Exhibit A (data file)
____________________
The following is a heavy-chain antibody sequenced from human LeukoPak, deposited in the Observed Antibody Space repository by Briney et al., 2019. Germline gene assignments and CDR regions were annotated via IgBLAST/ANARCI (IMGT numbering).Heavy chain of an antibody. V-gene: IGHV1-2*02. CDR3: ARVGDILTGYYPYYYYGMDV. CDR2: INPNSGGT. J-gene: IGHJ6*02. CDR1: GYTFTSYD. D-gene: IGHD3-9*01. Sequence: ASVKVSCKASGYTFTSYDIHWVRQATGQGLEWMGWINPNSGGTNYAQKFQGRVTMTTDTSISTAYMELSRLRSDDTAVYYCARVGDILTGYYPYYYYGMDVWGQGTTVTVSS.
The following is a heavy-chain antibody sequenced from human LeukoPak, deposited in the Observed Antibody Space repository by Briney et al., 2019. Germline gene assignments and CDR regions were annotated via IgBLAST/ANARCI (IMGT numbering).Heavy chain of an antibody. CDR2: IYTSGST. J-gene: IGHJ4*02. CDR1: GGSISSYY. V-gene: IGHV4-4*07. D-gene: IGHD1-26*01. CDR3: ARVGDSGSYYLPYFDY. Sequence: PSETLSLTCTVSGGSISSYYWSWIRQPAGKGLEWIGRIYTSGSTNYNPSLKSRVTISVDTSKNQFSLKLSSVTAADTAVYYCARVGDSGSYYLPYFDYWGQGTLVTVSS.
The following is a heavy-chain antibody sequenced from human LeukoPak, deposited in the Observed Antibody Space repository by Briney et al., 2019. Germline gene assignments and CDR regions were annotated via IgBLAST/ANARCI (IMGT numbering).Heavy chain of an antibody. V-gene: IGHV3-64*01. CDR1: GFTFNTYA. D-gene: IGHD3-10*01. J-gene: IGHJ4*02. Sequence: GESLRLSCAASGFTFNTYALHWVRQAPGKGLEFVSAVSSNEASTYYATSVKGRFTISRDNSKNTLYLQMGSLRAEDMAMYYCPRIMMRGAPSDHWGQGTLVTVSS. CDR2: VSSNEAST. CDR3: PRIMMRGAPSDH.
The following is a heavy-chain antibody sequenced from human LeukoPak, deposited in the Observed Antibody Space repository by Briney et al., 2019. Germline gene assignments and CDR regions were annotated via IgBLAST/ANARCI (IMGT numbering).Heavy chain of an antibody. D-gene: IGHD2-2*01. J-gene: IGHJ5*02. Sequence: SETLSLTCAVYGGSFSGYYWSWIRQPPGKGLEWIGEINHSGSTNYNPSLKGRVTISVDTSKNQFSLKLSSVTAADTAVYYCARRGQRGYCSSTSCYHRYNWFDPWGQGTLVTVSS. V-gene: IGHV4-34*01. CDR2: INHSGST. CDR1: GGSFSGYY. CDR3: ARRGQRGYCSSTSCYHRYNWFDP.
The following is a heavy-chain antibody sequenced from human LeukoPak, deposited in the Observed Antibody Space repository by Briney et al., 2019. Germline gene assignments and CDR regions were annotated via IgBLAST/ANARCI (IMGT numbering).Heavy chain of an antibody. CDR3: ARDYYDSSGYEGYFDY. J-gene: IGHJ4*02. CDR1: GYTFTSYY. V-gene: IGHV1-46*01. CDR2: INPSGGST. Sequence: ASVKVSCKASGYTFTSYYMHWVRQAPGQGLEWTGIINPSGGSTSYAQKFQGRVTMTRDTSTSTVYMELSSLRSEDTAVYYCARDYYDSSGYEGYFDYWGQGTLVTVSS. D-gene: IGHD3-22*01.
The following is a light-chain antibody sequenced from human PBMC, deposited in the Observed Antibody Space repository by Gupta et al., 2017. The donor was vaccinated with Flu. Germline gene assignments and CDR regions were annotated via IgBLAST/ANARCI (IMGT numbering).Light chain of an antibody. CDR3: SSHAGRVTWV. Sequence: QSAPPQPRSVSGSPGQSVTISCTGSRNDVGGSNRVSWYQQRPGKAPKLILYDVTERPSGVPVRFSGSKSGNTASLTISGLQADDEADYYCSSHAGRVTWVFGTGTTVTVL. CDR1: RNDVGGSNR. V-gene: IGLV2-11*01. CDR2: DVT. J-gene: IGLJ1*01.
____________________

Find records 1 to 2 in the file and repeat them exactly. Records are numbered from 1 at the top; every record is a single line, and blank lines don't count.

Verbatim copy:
The following is a heavy-chain antibody sequenced from human LeukoPak, deposited in the Observed Antibody Space repository by Briney et al., 2019. Germline gene assignments and CDR regions were annotated via IgBLAST/ANARCI (IMGT numbering).Heavy chain of an antibody. V-gene: IGHV1-2*02. CDR3: ARVGDILTGYYPYYYYGMDV. CDR2: INPNSGGT. J-gene: IGHJ6*02. CDR1: GYTFTSYD. D-gene: IGHD3-9*01. Sequence: ASVKVSCKASGYTFTSYDIHWVRQATGQGLEWMGWINPNSGGTNYAQKFQGRVTMTTDTSISTAYMELSRLRSDDTAVYYCARVGDILTGYYPYYYYGMDVWGQGTTVTVSS.
The following is a heavy-chain antibody sequenced from human LeukoPak, deposited in the Observed Antibody Space repository by Briney et al., 2019. Germline gene assignments and CDR regions were annotated via IgBLAST/ANARCI (IMGT numbering).Heavy chain of an antibody. CDR2: IYTSGST. J-gene: IGHJ4*02. CDR1: GGSISSYY. V-gene: IGHV4-4*07. D-gene: IGHD1-26*01. CDR3: ARVGDSGSYYLPYFDY. Sequence: PSETLSLTCTVSGGSISSYYWSWIRQPAGKGLEWIGRIYTSGSTNYNPSLKSRVTISVDTSKNQFSLKLSSVTAADTAVYYCARVGDSGSYYLPYFDYWGQGTLVTVSS.